Almanacs were extremely popular books in the farming community, largely because of their weather predictions. Farmers would use these predictions to help plan the planting season.
Sheep were often raised for their wool. In order to get the wool from the sheep, the farmer uses shears like these to carefully cut the wool fleece away from the sheep’s skin. The wool can then be washed, carded, and spun into yarn.
This image from Benjamin Butterworth’s The Growth of Industrial Art, depicts reaping grain during the colonial period. Reaping had to be done by hand, using a scythe or hay knife to cut the grain. Notice that the whole family helps with the field work.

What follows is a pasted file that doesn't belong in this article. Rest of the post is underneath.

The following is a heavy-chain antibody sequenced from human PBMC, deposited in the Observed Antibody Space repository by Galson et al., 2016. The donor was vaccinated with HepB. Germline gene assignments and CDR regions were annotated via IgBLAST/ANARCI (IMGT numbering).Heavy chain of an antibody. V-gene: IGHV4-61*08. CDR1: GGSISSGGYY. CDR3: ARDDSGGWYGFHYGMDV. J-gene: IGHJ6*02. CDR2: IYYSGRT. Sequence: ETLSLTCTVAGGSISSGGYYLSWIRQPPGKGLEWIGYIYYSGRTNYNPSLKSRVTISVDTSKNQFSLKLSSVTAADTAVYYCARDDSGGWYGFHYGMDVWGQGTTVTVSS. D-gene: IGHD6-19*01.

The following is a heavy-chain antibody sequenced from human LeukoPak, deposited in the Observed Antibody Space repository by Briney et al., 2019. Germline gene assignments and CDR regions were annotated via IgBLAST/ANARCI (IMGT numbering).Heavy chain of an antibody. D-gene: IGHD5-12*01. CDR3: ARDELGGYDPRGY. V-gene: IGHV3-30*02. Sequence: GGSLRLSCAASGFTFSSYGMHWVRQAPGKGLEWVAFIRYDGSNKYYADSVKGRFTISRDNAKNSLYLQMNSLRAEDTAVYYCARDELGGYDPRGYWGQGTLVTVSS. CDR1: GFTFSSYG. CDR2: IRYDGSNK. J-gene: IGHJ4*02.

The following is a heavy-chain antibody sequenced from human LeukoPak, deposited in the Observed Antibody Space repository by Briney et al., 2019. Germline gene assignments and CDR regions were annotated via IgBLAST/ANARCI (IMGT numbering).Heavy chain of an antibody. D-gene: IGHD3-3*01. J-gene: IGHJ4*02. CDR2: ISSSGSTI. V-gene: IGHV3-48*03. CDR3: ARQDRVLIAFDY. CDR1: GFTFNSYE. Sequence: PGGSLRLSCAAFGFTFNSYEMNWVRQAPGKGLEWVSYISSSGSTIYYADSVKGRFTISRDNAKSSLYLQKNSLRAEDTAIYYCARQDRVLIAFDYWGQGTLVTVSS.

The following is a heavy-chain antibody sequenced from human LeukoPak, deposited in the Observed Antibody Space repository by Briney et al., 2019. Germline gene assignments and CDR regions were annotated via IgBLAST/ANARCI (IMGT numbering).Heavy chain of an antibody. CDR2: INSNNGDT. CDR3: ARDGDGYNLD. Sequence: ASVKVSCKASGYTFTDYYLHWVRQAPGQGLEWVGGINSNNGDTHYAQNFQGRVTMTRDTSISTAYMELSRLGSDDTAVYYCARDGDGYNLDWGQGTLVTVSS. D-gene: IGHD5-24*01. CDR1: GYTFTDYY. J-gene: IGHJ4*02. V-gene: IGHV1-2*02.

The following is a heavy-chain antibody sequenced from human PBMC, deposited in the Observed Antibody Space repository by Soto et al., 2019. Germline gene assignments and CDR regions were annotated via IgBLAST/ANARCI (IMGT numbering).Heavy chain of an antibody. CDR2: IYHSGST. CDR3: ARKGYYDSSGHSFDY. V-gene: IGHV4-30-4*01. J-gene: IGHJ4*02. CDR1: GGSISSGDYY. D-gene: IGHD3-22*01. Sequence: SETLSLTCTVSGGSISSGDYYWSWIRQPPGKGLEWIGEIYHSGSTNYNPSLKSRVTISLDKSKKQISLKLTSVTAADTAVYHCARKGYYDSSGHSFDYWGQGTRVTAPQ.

By the mid-nineteenth century, farmers no longer had to reap entirely by hand. Machines made the work of harvesting go more quickly. This Self Raker Harvester was patented in 1855, to help farmers bring in their harvest.
Threshing, also spelled thrashing, is the process used to separate the chaff, the protective covering around the grain, and the kernel of grain we use for food, from a plant’s stalk. During the nineteenth century, farmers used a variety of methods to remove the chaff and grain from the stalk and to crack open the chaff. Some used flails, others used hand-powered machines such as this, and still others used animal-powered machines. Today, farmers thresh primarily with gasoline-powered machines.